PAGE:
The weapons used by the Blackfoot tribe included bows and arrows, war clubs, spears, lances and knives. They also used shields made of buffalo hides for protection.
The Blackfoot Indians were a nomadic tribe that followed the buffalo. Their art and crafts talent are demonstrated in their quill work, jewelry, beading, carvings, bronze work, dolls and hides among other things.
The Blackfoot lived in teepees made from bison hides and wooden poles. Teepees were easy to break down and set back up. This made them perfect for the nomadic lifestyle of the Blackfoot.
Blackfoot men usually hunted the buffalo by driving them off cliffs or stalking them with bow and arrow. As they acquired horses, the Blackfoot tribe began to pursue the buffalo herds for communal hunts, moving their villages often as the buffalo migrated.
When they moved, they usually packed their belongings on an A-shaped sled called a travois. The travois was designed for transport over dry land. The Blackfoot had relied on dogs to pull the travois; they did not acquire horses until the 18th century.
The Blackfoot people played many traditional games (e.g., tag, races).
The Blackfoot religion was very complex. Their main god was the sun, but they also believed in a supernatural being named Napi, which means ‘Old Man. ‘ The Blackfoot tribe also had complicated beliefs about supernatural powers in connection with nature.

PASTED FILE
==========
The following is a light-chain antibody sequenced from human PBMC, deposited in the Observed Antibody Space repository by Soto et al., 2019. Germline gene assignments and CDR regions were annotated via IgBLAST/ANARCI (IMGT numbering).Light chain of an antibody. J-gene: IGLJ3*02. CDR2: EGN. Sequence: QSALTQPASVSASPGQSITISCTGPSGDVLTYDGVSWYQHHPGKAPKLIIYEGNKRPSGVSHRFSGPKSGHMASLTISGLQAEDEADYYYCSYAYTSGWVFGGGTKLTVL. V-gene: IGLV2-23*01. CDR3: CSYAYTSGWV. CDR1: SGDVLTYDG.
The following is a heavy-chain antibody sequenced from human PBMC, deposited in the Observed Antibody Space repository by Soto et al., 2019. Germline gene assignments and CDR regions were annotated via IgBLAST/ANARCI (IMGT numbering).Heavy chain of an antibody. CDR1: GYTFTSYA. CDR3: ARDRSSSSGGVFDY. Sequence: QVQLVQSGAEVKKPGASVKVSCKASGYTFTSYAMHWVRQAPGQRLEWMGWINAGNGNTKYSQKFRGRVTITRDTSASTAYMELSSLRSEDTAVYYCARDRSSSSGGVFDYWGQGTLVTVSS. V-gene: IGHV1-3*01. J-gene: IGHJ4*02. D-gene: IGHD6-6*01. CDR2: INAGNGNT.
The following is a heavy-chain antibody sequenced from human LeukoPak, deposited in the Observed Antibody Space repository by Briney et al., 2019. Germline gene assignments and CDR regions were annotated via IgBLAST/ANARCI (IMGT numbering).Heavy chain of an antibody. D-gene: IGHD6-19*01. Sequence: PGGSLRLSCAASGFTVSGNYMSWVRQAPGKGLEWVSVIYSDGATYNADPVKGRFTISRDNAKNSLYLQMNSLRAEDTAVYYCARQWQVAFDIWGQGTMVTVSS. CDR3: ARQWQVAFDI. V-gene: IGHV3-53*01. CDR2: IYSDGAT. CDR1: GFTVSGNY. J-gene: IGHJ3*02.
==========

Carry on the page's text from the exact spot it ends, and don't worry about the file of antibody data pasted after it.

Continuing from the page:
They were made out of tanned bison hide and stretched over lodgepole tree poles. The two flaps at the top that move are called “smoke ears”. These are moved to help draw smoke out of the tipi and to keep rain out.
The Blackfoot tribe nomadic hunter gatherers who living in tepees and hunted the buffalo and other game such as deer, elk and mountain sheep. The only plant that the Blackfoot tribe cultivated was tobacco.
The Blackfeet reservation has abundant natural resources, including forestlands and oil and gas reserves, and is home to many species of fish and wildlife. More than 518 miles of streams and 180 bodies of water, including eight large lakes, can also be found on the reservation.
www.bia.gov/bia/ois/tgs/genealogy Publishes a downloadable Guide to Tracing Your Indian Ancestry. Has a vast online library, Tracing Native American Family Roots. www.ncai.org/tribal-directory Provides the online tribal directory where contact information for specific tribes can be found.
(ˈblækˌfʊt ) noun. Word forms: plural -feet or -foot. a member of a group of Native American peoples formerly living in the northwestern Plains.
Siksikáí’powahsin (commonly referred to as the Blackfoot language) is an Algonquian language spoken by four Blackfoot nations: the Siksiká (Blackfoot), Aapátohsipikani (North Piikani), Aamsskáápipikani (South Piikani) and Kainai (Blood).
Most Plains rivers were dry for too long each year to be useful channels for water transportation. As a result, only a few Plains tribes, including the Assiniboines, Blackfoot, and Crees, used canoes, while others relied only on land transportation.
A travois (/ˈtrævwɑː/; Canadian French, from French travail, a frame for restraining horses; also obsolete travoy or travoise) is a historical frame structure that was used by indigenous peoples, notably the Plains Aboriginals of North America, to drag loads over land.